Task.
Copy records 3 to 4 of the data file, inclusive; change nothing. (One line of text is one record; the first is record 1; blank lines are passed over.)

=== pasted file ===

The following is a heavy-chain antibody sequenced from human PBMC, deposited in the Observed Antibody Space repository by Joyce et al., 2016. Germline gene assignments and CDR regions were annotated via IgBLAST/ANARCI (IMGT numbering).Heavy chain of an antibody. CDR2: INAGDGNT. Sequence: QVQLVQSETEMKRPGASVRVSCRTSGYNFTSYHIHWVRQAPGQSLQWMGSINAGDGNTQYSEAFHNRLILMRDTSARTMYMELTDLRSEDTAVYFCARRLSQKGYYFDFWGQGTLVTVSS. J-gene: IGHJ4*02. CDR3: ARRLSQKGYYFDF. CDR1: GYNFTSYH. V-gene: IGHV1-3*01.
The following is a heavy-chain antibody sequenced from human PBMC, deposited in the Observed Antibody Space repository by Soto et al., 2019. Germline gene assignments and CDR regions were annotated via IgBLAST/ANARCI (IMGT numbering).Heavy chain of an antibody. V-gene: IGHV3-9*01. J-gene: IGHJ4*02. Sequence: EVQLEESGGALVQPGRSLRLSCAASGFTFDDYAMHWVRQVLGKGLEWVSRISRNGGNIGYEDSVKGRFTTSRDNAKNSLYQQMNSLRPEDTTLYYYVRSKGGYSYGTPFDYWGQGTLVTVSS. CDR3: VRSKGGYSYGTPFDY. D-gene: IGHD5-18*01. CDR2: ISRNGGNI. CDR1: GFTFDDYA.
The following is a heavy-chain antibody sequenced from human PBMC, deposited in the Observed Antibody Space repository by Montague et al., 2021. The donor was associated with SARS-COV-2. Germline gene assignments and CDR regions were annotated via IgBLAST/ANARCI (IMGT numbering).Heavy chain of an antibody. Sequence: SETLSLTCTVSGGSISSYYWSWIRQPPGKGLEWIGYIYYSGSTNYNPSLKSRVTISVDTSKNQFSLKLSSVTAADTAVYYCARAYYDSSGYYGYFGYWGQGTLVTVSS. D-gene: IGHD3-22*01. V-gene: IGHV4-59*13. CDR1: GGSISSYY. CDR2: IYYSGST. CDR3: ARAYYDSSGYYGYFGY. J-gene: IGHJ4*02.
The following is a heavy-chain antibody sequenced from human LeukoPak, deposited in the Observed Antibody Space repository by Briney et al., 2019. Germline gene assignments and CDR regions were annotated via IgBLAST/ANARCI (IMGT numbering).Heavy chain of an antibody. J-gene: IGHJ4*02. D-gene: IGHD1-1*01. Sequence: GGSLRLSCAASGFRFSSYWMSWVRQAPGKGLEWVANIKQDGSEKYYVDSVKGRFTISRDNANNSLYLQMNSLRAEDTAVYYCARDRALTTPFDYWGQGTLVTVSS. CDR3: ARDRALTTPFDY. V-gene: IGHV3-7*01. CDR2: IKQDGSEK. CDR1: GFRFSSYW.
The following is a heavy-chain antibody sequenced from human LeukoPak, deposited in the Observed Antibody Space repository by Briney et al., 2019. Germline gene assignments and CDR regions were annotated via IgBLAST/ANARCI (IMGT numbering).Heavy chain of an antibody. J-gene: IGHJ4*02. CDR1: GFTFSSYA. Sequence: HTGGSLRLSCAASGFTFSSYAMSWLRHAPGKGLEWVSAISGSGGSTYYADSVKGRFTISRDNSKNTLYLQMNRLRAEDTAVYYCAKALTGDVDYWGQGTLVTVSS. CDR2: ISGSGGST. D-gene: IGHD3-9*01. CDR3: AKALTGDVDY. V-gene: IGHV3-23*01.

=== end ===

The following is a heavy-chain antibody sequenced from human PBMC, deposited in the Observed Antibody Space repository by Montague et al., 2021. The donor was associated with SARS-COV-2. Germline gene assignments and CDR regions were annotated via IgBLAST/ANARCI (IMGT numbering).Heavy chain of an antibody. Sequence: SETLSLTCTVSGGSISSYYWSWIRQPPGKGLEWIGYIYYSGSTNYNPSLKSRVTISVDTSKNQFSLKLSSVTAADTAVYYCARAYYDSSGYYGYFGYWGQGTLVTVSS. D-gene: IGHD3-22*01. V-gene: IGHV4-59*13. CDR1: GGSISSYY. CDR2: IYYSGST. CDR3: ARAYYDSSGYYGYFGY. J-gene: IGHJ4*02.
The following is a heavy-chain antibody sequenced from human LeukoPak, deposited in the Observed Antibody Space repository by Briney et al., 2019. Germline gene assignments and CDR regions were annotated via IgBLAST/ANARCI (IMGT numbering).Heavy chain of an antibody. J-gene: IGHJ4*02. D-gene: IGHD1-1*01. Sequence: GGSLRLSCAASGFRFSSYWMSWVRQAPGKGLEWVANIKQDGSEKYYVDSVKGRFTISRDNANNSLYLQMNSLRAEDTAVYYCARDRALTTPFDYWGQGTLVTVSS. CDR3: ARDRALTTPFDY. V-gene: IGHV3-7*01. CDR2: IKQDGSEK. CDR1: GFRFSSYW.